Life After 50: Your Number One Financial Liability? The Numbers On The Scale

What is the #1 financial risk as we age? The answer, according to a new study, is clear: obesity.
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What is the #1 financial risk as we age? The answer, according to a new study, is clear: obesity.

According to a report by Claire Wang -- researcher at the Department of Health Policy and Management at Columbia University's Mailman School of Public Health -- and her colleagues, the rising burden of obesity among people 60 and older is intensifying. Of the 65 million additional obese people projected in the U.S. in 2030, 24 million would be in this age range.

Baby boomers, especially those over the age of 60, are already the sickest and most expensive in terms of medical costs. But, what's making this even more worrisome is that it's the fastest growing health issue in the U.S. Therefore, the overall disease burden and economic effects of obesity may be magnified.

Obesity is known to cause heart disease, stroke, diabetes and certain cancers. Developing any of these illnesses and diseases can have debilitating results, including loss of employment, inability to cover medical costs and care, and disability. Savings can be wiped out, causing tremendous financial hardships -- at a time when unemployment is at an all time high. And, to compound the problem, many Americans are living without health insurance, which is a huge financial risk in and of itself.

Obesity is America's #1 health and financial risk, bar none.

The study, which was just published in a recent issue of the Lancet, a leading medical journal, summarizes the health and financial risk of obesity as follows:

Rising prevalence of obesity is a worldwide health concern because excess weight gain within populations forecasts an increased burden from several diseases, most notably cardiovascular diseases, diabetes and cancers. The trends project 65 million more obese adults in the USA by 2030, consequently accruing an additional 6-8.5 million cases of diabetes, 5.7-7.3 million cases of heart disease and stroke, and 492,000-669,000 additional cases of cancer. The combined medical costs associated with treatment of these preventable diseases are estimated to increase by $48-66 billion per year in the USA by 2030. Hence, effective policies to promote healthier weight also have economic benefits.

Obesity-related illnesses now cost $147 billion each year, according to research from the Centers for Disease Control and Prevention (CDC). According to the CDC, medical costs associated with obesity increased from 6.5 percent of all medical spending in 1998 to about 9 percent in 2006.

Obesity in America is not just a health and financial issue, but a societal one as well.

"This is a social issue," former president Bill Clinton told the audience at a recent summit on obesity, as he accepted an award for the work of his group, the Alliance for a Healthier Generation. "We are trying to turn the Titanic around before it hits the iceberg."

Educational programs showing how healthy eating, portion control and exercise can affect not just our health, but our finances as well, could help shift the discourse.

What can you do right now to stop this dangerous trend? It's simple. When I saw the post-menopausal pounds creeping up around the time I turned 50 a few years ago, I took action: I started to walk, then run. Push-ups and sit-ups became part of my daily life, and I began a healthy eating program which is comprised of eating small, healthy meals every two to three hours. The combination of moving my body every day and eating less was all it took. At the age of 54, I am fitter than I've ever been. There isn't a single thing I do that any other average American couldn't do, too.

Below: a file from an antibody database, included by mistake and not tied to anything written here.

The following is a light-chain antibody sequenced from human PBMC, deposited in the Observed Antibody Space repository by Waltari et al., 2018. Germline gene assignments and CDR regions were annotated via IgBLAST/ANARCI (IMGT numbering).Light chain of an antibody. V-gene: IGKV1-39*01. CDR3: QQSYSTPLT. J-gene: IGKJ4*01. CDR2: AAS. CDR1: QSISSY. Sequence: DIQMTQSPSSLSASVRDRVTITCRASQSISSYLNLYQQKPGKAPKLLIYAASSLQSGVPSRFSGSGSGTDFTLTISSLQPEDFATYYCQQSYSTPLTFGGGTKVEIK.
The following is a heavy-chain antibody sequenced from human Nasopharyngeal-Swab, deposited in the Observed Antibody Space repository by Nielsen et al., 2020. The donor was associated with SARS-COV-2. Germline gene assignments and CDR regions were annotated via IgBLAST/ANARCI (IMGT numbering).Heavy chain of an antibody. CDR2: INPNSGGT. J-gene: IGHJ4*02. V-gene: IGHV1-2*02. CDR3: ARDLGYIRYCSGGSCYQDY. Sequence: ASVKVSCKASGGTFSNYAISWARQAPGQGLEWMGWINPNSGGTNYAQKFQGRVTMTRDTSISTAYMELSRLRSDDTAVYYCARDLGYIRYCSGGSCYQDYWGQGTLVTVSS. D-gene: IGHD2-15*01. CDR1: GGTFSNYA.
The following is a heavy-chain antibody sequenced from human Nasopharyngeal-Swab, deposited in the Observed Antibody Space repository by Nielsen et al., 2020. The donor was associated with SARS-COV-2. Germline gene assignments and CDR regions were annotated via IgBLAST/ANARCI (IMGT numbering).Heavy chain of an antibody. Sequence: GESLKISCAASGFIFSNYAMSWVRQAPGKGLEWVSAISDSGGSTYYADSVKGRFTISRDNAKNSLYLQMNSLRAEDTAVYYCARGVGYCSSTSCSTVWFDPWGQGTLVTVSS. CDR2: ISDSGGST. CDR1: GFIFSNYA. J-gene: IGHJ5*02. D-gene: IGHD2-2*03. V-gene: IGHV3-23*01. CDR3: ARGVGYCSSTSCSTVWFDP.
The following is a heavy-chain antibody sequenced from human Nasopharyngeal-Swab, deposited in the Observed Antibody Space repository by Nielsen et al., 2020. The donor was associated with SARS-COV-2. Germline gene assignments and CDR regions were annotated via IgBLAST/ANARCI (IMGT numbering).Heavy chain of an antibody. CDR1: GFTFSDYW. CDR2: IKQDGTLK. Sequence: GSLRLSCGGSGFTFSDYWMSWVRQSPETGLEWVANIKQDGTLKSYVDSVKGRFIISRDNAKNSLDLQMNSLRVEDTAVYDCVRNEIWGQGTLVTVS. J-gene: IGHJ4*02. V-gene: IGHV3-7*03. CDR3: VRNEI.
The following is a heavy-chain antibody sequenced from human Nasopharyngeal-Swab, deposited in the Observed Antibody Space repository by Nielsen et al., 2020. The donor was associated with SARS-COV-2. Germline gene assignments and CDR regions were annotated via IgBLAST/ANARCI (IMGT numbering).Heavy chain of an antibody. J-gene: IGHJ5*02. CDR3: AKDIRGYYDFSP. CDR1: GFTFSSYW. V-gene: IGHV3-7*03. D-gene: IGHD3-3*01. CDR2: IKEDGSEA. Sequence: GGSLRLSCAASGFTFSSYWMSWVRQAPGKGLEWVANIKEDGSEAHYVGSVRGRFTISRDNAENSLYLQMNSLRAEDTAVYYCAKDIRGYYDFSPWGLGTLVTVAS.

Starting today:

  • Move your body every day: walk, run, bike. If you can walk, you can eventually build up to a little running, with walk breaks.
    • Don't forget to strengthen your muscles to avoid osteoporosis. Do 20 push-ups every day.
  • Eat smaller portions of healthier food: Take the advice of author Michael Pollan who wrote,
    • "Eat food. Not too much. Mostly plants." And, do what I did to lose -- and keep off -- the post-menopausal 15 pounds -- eat small, healthy meals every two to three hours.
  • Stop eating high calorie processed food (fast food, etc.), and opt for whole foods (vegetables, fruits, lean meats, eggs)
  • Steer clear of sugary sodas and fruit drinks and stick with water
  • Become a "health" activist in your community by getting involved in programs for all ages that will help others embrace healthier lifestyles
  • Start a walking group to get more people--especially those over 50--moving their bodies every day.
  • Help the next generation to avoid becoming unhealthy adults by being a good role model and showing that it's never too late to change the future.
  • * * *

    Staying connected is a powerful tool. "Friend" me on Facebook and "Tweet" me on Twitter (@BGrufferman). For more information on living your best life after 50 please visit my website:

    2011 New York City Marathon Weekly Training Countdown (11 weeks to go)
    I'm running in the NYC Marathon in November to celebrate my 55th birthday and raise money for the Pancreatic Cancer Action Network, in memory of a friend who succumbed to the disease last year. Here's an update on my training schedule for this week:

    • Saturday: 5 miles using a run/walk ratio of 3 minutes/30 seconds
    • Monday: 5 miles using a run/walk ratio of 3 minutes/30 seconds
    • Thursday: 21 miles with using a run/walk ratio of 30 seconds/30 seconds

    Every other week, I'll be adding another mile or so to the long run (keeping the two short runs the same distance), and I will be adding "speed work" to my training. Stay tuned!

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